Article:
STEM action conference shows support for education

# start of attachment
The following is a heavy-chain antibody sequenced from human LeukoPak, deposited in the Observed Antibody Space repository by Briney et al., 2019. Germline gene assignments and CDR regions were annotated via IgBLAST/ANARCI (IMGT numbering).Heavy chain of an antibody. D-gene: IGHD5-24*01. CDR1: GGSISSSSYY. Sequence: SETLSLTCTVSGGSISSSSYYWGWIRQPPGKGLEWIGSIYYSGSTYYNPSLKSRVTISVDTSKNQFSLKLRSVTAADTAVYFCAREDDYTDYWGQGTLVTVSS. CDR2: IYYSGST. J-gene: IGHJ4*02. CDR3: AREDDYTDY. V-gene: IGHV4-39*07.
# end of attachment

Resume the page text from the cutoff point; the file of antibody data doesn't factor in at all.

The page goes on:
by Becky GINOS bginos@davisclipper.com LAYTON—Although summer is here, teachers and administrators are still working hard to hone their skills in preparation for the coming school year. Last week, the Utah STEM Action Center hosted its annual STEM Best Practices event to highlight successful learning practices for K-12 schools in Utah. The conference was held at the Davis Conference Center and included several breakout sessions with a panel discussion moderated by Lt. Gov. Spencer Cox. “Our company lives and dies by the ability to solve problems,” said panelist Eric Pope, V.P. Operations, US Synthetic. “For us we’re trying to do everything we can to promote good problem solving skills. We see STEM (science, technology, engineering and math) as a great pathway to create problem solving.” Pope said he was there to represent industry. “We want educators to be familiar with us. Everybody in this room is working hard with such care and compassion to build children up for the future.” Time, money and bureaucracy limit teachers, he said. “As a business we want to provide some relief to that by partnering with them to do some good. It’s not just an education problem – it’s a community problem. We have the time, money and resources to find ways to build education. Building the workforce builds the future. We have a responsibility to help.” Davis School District Superintendent Reid Newey was also a panelist. “The STEM Center has been phenomenal for the district,” he said. “The work they’ve been doing to promote education in general, but also focusing on STEM has been such a benefit for teachers, students and ultimately families. We’ve been able to tap into the resources that are available through the center.” The center has great leadership, he continued. “They have a genuine interest in getting resources to classrooms and help with funding, training and connections to industry. The financial contributions from industry to schools” has helped tremendously. The STEM Action Center works to develop Utah’s workforce of the future by prioritizing STEM education, according to materials provided. “From the very beginning of the center we knew we wanted to organize an event like this for teachers,” said Executive Director Dr. Tamara Goetz. “We’re always looking for promising, best practices for STEM education and workforce alignment opportunities. The idea of the conference is to showcase teachers as the innovators. That’s what they do all the time in the classroom – innovate.” This event brings educators together to come up with new ideas, said Goetz. “We just want them to walk away inspired and feel like they have the support from the community they deserve.” The Lt. Governor is aware of the need for us to commit time and resources to support computer science for children, she said. “There is a shortage of talent in technology based needs in Utah and the work we’re doing needs to support rural education. Our core pillar is access, not just for girls or Latinos it’s rural too,” said Goetz. “They don’t always have the resources others do. The Lt. Governor is from Fairview so he’s very aware of the issues rural communities face.” Goetz said industry involvement is invaluable. “Teachers recognize industry partners support them through instruction and work based learning. It’s not just an opportunity for students but for teachers,” she said. “I’ve never seen industry involvement at this level. It demonstrates that companies are behind our educators.”

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